Tiberius Gracchus, elected Tribune of the Plebians (tribunus plebis) in 133 BC, was the first to successfully challenge the senate causing Roman politics to split into two camps: Populares et Optimates. The Populares were politicians who solicited popular support in opposition of the oligarchy to further the interests of the people or of themselves. The Optimates, the dominant party, supported the oligarghy often to the detriment of the general populace. Tiberius Gracchus ' objectives were unexceptional agrarian reform bills (Lex Sempronia Agrigaria) which were designed to redistribute land to accommodate the landless. His methods however, were remarkable. 1 Gracchus used his position as Tribune to circumvent the senate and present his bill directly to the concilium plebis, illegally overriding the veto of a senate influenced Tribune, Marcus Octavius, and finally have his reform enacted. After seeking a second term as Tribune Tiberus Gracchus was publicly murdered by a group of senators.*Following in his brother 's footsteps Gaius Gracchus was elected tribune for the years 123 and 122 BC. Gaius Gracchus ' first actions were to devise laws limiting the power of the senate, focu...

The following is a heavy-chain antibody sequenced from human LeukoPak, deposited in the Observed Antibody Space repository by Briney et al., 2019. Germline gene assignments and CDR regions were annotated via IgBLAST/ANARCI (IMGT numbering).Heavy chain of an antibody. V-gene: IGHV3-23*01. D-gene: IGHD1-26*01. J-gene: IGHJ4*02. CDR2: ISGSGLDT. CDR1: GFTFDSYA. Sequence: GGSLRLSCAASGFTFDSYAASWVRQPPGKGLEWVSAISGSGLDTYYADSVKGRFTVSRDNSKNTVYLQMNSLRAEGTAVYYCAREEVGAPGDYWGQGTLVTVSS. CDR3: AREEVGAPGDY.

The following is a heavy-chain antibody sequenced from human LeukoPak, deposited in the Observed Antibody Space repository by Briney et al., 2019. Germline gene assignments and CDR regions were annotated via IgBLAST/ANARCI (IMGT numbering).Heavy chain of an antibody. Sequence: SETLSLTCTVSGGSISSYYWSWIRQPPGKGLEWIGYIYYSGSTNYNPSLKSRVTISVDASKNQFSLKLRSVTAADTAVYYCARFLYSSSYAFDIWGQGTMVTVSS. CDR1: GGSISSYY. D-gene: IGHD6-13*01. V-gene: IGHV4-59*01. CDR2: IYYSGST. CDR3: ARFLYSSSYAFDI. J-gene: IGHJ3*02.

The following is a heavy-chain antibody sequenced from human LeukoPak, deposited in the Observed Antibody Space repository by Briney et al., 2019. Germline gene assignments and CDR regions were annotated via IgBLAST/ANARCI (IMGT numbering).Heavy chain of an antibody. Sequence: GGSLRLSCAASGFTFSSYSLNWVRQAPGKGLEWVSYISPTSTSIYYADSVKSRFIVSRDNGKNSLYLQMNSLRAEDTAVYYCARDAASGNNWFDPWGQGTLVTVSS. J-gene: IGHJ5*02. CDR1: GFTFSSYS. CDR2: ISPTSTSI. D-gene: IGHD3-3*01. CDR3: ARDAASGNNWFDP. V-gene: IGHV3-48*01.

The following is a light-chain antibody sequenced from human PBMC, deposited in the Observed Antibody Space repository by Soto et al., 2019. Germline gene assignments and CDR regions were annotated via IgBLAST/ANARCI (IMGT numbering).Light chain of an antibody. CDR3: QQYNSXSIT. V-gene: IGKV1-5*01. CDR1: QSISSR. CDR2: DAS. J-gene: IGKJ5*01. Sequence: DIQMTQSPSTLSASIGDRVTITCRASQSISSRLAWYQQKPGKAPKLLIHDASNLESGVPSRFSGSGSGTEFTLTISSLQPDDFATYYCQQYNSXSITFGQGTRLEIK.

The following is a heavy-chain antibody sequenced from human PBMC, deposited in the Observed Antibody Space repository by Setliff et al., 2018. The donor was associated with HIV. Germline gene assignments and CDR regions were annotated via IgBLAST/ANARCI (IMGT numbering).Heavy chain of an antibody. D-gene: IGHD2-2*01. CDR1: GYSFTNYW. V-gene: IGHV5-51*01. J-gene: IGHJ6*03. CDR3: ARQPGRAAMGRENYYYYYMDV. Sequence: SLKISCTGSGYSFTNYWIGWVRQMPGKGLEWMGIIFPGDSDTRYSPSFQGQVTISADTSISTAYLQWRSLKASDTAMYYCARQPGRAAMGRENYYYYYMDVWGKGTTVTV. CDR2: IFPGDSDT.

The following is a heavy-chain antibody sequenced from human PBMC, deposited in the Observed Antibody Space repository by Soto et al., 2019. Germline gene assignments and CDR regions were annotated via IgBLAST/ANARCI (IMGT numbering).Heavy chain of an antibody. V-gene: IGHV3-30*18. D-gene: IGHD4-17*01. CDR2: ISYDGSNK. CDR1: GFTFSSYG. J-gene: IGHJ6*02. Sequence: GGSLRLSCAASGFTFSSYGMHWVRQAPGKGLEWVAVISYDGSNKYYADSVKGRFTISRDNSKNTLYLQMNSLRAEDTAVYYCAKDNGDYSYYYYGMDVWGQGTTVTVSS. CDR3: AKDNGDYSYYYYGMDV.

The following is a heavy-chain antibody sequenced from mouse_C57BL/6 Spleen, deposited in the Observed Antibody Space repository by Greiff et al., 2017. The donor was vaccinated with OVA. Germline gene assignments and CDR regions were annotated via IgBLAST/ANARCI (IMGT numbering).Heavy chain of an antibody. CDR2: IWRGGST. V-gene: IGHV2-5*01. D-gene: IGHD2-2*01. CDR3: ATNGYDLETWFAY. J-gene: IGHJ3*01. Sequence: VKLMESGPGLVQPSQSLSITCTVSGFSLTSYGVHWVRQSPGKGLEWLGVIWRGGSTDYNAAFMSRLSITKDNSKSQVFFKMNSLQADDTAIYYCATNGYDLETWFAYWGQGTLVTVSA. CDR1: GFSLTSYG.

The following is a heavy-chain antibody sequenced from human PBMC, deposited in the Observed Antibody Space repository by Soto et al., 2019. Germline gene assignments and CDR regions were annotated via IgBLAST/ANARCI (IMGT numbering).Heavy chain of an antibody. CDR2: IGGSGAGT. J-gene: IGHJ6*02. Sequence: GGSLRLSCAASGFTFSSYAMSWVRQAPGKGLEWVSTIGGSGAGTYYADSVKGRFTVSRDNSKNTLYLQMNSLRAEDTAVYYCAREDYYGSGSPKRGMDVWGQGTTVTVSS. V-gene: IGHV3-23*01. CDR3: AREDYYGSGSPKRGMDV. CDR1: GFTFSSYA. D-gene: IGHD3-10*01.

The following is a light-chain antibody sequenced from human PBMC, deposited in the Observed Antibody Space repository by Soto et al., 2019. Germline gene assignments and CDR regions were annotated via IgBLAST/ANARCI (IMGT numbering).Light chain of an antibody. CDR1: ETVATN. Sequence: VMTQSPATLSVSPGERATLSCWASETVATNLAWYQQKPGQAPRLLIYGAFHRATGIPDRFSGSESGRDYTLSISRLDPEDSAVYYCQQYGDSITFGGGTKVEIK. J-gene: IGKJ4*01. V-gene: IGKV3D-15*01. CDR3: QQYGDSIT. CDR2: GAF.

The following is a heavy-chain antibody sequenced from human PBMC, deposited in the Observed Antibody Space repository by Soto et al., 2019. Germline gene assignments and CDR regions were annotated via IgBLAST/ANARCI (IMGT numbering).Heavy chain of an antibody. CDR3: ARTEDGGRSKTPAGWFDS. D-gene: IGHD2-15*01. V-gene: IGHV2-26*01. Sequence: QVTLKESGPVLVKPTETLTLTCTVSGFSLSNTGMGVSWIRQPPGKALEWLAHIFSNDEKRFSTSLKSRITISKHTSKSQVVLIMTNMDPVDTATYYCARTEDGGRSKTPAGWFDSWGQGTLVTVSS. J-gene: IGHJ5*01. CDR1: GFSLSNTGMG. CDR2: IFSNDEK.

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...itical crises Marius, through the hands of the tribune Publius Sulpicius Rufus usurped Sulla 's position of Commander. This led to the first march on Rome, an event entirely unprecedented. Sulla upon hearing of Marius replacing him as commander marched six legions across the pomoerium or city limits of Rome. This action would never have been possible without the earlier Marian reforms, as legionaries before the reforms would have been loyal to the state, not their commander. Sulla justified his attack on Rome by claiming that the senate had abandoned the mos maiorum, Rome 's equivalent of a constitution by revoking his command. Sulla 's march on Rome sets the precedent for Caesar to do the same in 49 BC. After Sulla 's triumphant invasion of Rome power passed between Marius and Sulla in a sanguinary game of cat an mouse spurred on by festered political affiliations.
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